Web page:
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Management of Laying Chickens


Most laying pullets are housed in cages and should be moved to these facilities at least 1 wk before egg production begins. Breeders moved from a growing house to an adult house should also be given at least 1 wk to adjust to their new environment before the stress of egg production begins. Beaks should be retrimmed as necessary, and cull birds removed at the time of rehousing.

Feeders and waterers should be of the proper type, size, and height for the stock and management system. Feeders that are too shallow, too narrow, or lacking a lip or flange on the upper edge may permit excess feed waste. Uneven distribution of waterers or lack of water space results in reduced intake and thus reduced performance.

Day length should be increased gradually as the pullets come into egg production and should reach a 14- to 16-hr light period/day at peak production for both market-egg and hatching-egg layers. An intensity of at least 1 foot-candle of light (10 lux) at the feed trough should be provided; this is about equal to one 60-watt light bulb to each 100 sq ft (~9 sq m), hanging 7 ft (2.1 m) above the birds. Production may decrease if day length or light intensity is reduced during the laying period. With cage systems of all types, illumination is more even if smaller wattage bulbs placed closer together are used, rather than large bulbs suspended over the center of each aisle. With tiered cages, the bulbs are suspended 6–7 in. (15–18 cm) above the level of the top cage.

Successful intensive poultry keeping requires good records of all flock activities, including hatch date, regular body weights (to ensure that the pullets will have reached optimal body weight when they are brought into egg production), lighting program, house temperatures, disease history, medication and vaccination dates, quantity and type of feed given (important in calculating efficiency of feed utilization), and mortality.

Egg-production birds usually spend their entire lives in cages. Although some broiler breeders are similarly housed, most are reared on litter floors or in pens in which as much as two-thirds of the floor is slatted. For egg-strain pullets reared in cages, there is little chance of altering the feeding and watering space available, but periodic checks are necessary to ensure that feed and water are being continuously supplied. With the success of nipple- and cup-waterers and the various types of automatic feeding systems, it becomes more difficult to give specific recommendations for feeding and watering space. Decisions must be made about optimal floor space and feeding and watering requirements based on advice from equipment manufacturers, primary breeders, careful observation, and past experience as to productivity. See Table: Poultry:Minimum Space Requirements for White Leghorn Egg-Strain BirdsTables and see Table: Poultry:Space Requirements for Meat-Strain BirdsTables for space requirements for egg-strain and meat-strain birds. Environmental housing and various types of ventilation may alter these specifications.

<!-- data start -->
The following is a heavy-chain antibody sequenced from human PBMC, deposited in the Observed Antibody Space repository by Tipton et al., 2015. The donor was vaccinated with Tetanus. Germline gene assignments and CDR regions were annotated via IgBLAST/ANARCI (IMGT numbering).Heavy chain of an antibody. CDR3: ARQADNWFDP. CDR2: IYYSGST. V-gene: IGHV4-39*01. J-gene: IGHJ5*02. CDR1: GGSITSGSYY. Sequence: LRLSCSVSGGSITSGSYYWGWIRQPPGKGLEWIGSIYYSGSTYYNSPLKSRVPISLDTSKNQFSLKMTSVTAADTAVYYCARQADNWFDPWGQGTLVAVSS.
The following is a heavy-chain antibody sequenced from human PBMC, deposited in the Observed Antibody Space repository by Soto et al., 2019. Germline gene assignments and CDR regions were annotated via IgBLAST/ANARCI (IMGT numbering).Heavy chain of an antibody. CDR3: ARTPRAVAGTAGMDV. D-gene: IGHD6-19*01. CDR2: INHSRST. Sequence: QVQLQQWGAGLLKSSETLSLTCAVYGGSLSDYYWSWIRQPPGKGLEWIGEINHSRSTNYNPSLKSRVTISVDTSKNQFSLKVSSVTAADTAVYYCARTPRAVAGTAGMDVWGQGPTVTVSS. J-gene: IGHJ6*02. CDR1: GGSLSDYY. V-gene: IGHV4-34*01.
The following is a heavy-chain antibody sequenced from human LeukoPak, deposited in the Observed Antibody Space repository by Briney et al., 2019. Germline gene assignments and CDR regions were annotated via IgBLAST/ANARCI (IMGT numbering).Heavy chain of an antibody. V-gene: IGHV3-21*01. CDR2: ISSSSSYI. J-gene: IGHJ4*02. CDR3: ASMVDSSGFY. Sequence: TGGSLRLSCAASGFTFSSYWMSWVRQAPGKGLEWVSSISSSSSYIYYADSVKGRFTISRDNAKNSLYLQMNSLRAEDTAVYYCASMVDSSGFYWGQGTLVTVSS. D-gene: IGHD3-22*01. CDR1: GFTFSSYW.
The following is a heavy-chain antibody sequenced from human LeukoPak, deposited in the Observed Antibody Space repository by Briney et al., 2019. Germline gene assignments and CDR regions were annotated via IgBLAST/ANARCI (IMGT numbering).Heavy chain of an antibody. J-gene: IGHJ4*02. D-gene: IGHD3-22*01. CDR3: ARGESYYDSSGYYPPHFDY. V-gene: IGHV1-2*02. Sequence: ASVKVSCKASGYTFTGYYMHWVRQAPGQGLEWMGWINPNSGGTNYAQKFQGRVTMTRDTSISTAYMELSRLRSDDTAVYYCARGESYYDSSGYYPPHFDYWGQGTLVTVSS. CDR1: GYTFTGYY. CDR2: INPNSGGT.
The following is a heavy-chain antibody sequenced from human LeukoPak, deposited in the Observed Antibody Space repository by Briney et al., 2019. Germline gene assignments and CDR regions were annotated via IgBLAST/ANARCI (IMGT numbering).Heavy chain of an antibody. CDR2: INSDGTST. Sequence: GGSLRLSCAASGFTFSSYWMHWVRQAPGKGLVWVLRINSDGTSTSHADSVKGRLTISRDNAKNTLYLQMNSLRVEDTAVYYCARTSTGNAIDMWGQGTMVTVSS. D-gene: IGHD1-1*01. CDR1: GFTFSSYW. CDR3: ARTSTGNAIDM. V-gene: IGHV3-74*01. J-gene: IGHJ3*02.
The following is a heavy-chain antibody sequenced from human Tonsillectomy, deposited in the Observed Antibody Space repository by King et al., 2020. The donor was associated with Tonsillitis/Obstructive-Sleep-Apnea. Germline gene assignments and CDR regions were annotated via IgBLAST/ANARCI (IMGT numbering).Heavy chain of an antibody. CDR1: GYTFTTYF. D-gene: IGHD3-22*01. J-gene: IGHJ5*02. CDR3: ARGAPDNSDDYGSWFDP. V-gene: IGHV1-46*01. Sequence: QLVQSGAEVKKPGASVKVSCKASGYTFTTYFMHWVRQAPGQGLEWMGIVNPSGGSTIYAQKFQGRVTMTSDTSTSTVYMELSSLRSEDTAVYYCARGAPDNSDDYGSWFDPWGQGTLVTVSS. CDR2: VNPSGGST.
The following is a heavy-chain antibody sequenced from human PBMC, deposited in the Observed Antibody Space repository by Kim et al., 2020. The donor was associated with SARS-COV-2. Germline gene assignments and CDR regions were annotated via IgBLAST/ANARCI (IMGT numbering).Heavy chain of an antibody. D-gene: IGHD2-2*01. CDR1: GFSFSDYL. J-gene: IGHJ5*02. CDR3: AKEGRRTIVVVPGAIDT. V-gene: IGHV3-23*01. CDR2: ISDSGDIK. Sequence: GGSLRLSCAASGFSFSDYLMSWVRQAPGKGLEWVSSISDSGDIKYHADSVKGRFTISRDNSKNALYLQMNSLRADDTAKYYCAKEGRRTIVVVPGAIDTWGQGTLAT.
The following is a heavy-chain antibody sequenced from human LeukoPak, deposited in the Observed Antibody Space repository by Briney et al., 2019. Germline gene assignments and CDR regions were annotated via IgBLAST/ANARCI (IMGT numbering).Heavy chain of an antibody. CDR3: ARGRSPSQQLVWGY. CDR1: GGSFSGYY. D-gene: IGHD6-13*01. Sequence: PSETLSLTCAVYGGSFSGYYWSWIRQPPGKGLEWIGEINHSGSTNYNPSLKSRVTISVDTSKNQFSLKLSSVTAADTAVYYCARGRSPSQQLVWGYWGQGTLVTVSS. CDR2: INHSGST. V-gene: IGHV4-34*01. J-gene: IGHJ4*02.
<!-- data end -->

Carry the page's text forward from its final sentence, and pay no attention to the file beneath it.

Table 17

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Table 18

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Within the guidelines indicated in Table: Poultry:Minimum Space Requirements for White Leghorn Egg-Strain BirdsTables and Table: Poultry:Space Requirements for Meat-Strain BirdsTables, most colony cages house 5–10 layers. The ideal flock size depends on several factors, including labor and cost, and is best determined by the individual poultry manager or producer.

Last full review/revision May 2015 by Bruce Stewart-Brown, DVM, DACPV

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